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10 Yr Smoke Detectors Toast Proof

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Posted

These have a 10 yr Lithium battery so no need to change the battery and they are toast proof so thought they might be good for the caravan/motorhome but what do the experts think? Good for a caravan or not?

B&Q

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11 answers to this question

Posted

The last four or five caravans we have owned have each had an alarm with a "button" in the centre. You press the "button" before you make toast or possibly when you open the oven door, and the alarm does not sound. Has no-one tried this?

I should add that the alarm will sound even when the "button" has been pressed if smoke gets above a certain level.

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Posted

We've got one of the 10 year Fire Angel alarms in our hall, though it's not the toast-proof one. The Fire Brigade came around and fitted it for free after assessing that it would be a worthwhile addition to the one in the living room and the two that we already have upstairs. They said that they particularly like these sealed for life units, as they remove the temptation to borrow the battery for something else and then never get around to replacing it.

I do wonder whether they'll go the distance time-wise though. I once bought a couple of lithium PP3 batteries from Maplin, supposedly good for 10 years in smoke alarm applications. The alarms were chirping their low battery warnings inside 24 months.

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Posted

Sounds better than the ones fitted in our house, they are always going off, its the type thats wired to the consuner unit. The other week I was grilling pork chops and it went off, our two dogs did not like it at all, now if I am grilling anything Poppy, the younger of the two goes outside and will not come in until I have finished.

Maybe these would be better than the ones we have?

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Posted

Just how do they define "toast-proof"?

I like my toast very well done, crispy in fact. We get round the alarm at the moment by using the omnivent when toasting, so I wonder how this new detector can tell the difference between wood charring and charred food.

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Posted

Roger these are optical which means they are better at detecting slow burning fire eg something smouldering away in the background rather than ionisation which is better at detecting rapidly burning fires hence my question as I am not sure what would be better in a caravan or motorhome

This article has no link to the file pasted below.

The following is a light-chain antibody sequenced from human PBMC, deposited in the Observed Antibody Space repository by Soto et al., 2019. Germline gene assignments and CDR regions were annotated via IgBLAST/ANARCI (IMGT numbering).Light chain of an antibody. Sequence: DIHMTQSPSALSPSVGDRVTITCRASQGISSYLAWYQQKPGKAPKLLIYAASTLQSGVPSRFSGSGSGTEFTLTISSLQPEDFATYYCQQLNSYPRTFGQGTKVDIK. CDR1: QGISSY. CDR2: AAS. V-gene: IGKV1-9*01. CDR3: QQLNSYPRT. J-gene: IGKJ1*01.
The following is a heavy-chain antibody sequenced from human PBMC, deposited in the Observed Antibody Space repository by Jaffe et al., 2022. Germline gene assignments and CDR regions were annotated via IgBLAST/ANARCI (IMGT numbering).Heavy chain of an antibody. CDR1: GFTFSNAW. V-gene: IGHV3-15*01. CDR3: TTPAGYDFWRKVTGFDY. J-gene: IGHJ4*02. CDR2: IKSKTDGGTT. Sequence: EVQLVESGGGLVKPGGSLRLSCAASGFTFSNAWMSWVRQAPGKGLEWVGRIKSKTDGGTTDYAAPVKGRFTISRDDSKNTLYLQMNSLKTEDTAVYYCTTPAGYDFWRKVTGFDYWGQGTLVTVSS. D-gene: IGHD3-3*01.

In a house you can of course have both optical and ionisation plus heat etc etc depending how far you want to go but in a caravan or motorhome you are probably only ever going to have one so from an advice point of view I think having a detector that lasts 10yrs without a battery change is good but would a detector that picks up slow smoulding flame be better than one that picks up rapid flame.

Hope thats clear

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Posted

I think I might just give on a try - the factory fit smoke alarm in the Charisma seems to be on a hair trigger where toast is concerned - even with all the windows open and the Omnivent at full "take off" speed!

Cheers

Keith

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Posted

hi,i have 1 of these and they do work well.i did forget my toast and it did go off but toast was black.also boiling potatoes with door closed set it off but mine is above the door.this is much more usefull than the old type.i got mine from ebay about 12.00 cant remember the exact price.well worth having.

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Posted

Well just back from 4 nights away in Rutland. Fitted the "Toast Proof" smoke detector before we went and am delighted to report we have had 4 Alarm free breakfasts!

No need to press the button - just make the toast.

The cynic in me is now wondering what degree of fire is needed before the new alarm goes off - I'dont mind making toast as a test, I do draw the line at torching the van though! :jump:

Cheers

Keith

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Posted

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Posted

I wouldn't believe the hype about the lithium batteries. 10years right and everyone on here will win the lottery on Friday :cheering:.

Having used lithium batteries in bulk, By bulk I mean a good 100 or so C size cells every 6 weeks. They are very susceptible to cold temperatures, and I have found cells at room temp would read 3Volts and ones that have just come in from a nice cold 5C read about 1.2V. Took them about 2 hours before the read 2.9V, but would you risk putting that battery back during servicing or fit a new one. They may have a 10 year shelf life if kept at room temp, but certainly not a working life of that amount. and what are normal conditions any way.

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Posted

Hi All

We have one of these fitted in our Adria. It does go off but it has a button in the middle which when depressed silences the alarm while you are cooking.

Val

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